With version 10.0 due to end of February 2017, we are doing important changes in the authentication mechanisms that Sitefinity currently has. These are going to be substantial improvements – we will provide out of the box integration with external authentication providers that support OpenID connect and Oauth2. We’ll provide integration with IdentityServer3. Moreover, ADFS 2.0/3.0 will be supported out of the box. We’ll also provide support for Social logins (Facebook, Twitter, Google+ and more). We plan to open extensibility points allowing you to plug in or change the authentication providers (e.g. OWIN integration just as an example).
These improvements were pre-requisite for us to move forward with .NET4.6 and beyond ..
The old approach for authentication relying on the Simple Web Tokens (for clients/APIs that already have implementation for it) will be supported and we work on ensuring maximum backward compatibility, but there’s still possibility that we bring breaking changes in the authentication API, as the changes are quite big.
I and the development team behind this task will be open for any questions that you might have in the matter above. We’d be more than happy to discuss your current 3rd party integrations, single sign on scenarios or anything else you may have customized/implemented for your projects in regards of authentication. It’s of our interest to support as much scenarios as possible, thus making the transition to 10.0 as smooth as possible.
There are currently no plans for the Auth0 support, but we will look into it.
Regarding the services, we will support bearer token authentication. We are still discussing which services to be allowed to use bearer tokens, whether to use different scopes for different services, what to be configurable and what not. Thus, any feedback regarding that matter would be greatly appreciated.
With new authentication, the Administrators can assign how specific provider is mapped to internal role in Sitefinity (ex. all Facebook users can be set to Frontend users). It is not needed to have internal account when you first login with external provider, the account is automatically created and stored internally on first login. The assumption is that one external account is linked directly to specific internal account, so it will not be possible to have multiple external provider accounts assigned. This gives more flexibility to change roles or permissions to already registered users.
As ADFS relaying party, we will have 2 main configuration parameters in Sitefinity - wtrealm (Relaying Party name) and link to metadata address of the server. These configuration parameters can be the same for several Sitefinity sites, but the ADFS server should distinguish where to send the data token, i.e. the endpoint of the relying party. If you specify several endpoints, then it should not be a problem to use one relying party configuration for several Sitefinity sites.
For each ADFS user, we create internal Sitefinity user. The login expiration time depends on a local cookie for this user, not the one from ADFS server. Therefore, we do not plan to implement sliding sessions extending in ADFS. The local expiration time can be configured in Sitefinity, and if it expires, the user has to login again.
I agree with Steve on all his points. A user is a user no matter how that user logs in (SF default, Social, LDAP) as long as there's some sort of mapping. If I sign in with my Google account, but then use my Twitter account, it should be the same SF account not two SF accounts.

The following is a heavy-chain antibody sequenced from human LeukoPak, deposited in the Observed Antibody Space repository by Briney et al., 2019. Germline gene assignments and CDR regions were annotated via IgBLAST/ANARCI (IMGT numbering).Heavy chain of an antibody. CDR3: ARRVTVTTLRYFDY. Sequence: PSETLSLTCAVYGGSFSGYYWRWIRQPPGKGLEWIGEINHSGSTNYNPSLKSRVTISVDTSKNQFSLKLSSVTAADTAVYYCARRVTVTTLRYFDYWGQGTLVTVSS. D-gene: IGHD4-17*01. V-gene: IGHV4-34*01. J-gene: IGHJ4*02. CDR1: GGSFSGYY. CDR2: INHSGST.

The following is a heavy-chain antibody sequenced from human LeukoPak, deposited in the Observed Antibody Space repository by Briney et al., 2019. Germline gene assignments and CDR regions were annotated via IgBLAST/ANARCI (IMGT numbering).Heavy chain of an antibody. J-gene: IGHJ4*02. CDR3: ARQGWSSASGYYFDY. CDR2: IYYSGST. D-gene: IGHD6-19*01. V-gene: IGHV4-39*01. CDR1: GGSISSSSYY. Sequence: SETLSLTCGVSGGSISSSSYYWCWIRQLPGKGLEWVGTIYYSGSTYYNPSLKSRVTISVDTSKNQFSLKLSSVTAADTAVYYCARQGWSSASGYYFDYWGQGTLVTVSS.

Additonally, JWT would be awesome to use and could make supporting other non-out-of-the-box authentication providers much easier.
Mulitple external providers attached to a single account really is how (afaik) the current system works, and it's great. I'm not sure why it would be better to have a single user with multiple accounts... "Dan" is still "Dan" even if he logs in from Facebook or Google, or SF direct.
Fair enough, I mean it's best of breed for social auth, every provider on the planet... HOWEVER just supporting JWT on the service layer would be a huge bonus for us as we could Auth0 in the NativeScript apps, get the JWT token, then just send to request to Sitefinitys WebApi layer with no extra work...
Right now we have to wire up custom Attributes and create custom ServiceStack services to send all the requests through, all the hard OData work you guys did is just useless to us right now.
JWT is like the gold standard, it would be a shame to just ignore when we're basically planning a re-write (or re-jiggering) here... like building WCF again when WebApi is available.
Should note that I find the idea of a usecase where I would need to permission based on external provider wayyyyy more obscure than just based on user... does anyone even do per provider based permissions? I feel like it'd be a massive PITA not be "more flexible"... are we being sold it's "flexability" because it's already been designed and developed this way and there's no changing it now?
Just a little confused by your response...are you saying that you will be supporting JWT with provider specific implementation (IdentityServer3 and Auth0)? Or are you saying that you'll be implementing JWT generically and extensible by means of middleware (that IdentityServer3 and Auth0 will be using)?
I'm confused as well... Auth 0 confirms to the jwt spec, it's not custom...?
I pinged auth0 on the matter and this is what they had to say
"While JTWs allow for customization, we adhere to the standard fields when it comes to authentication purposes. As an example, one of our JWTs payload looks like this:
All the claims in the example correspond to Registered Claims Names defined in the JWT specification."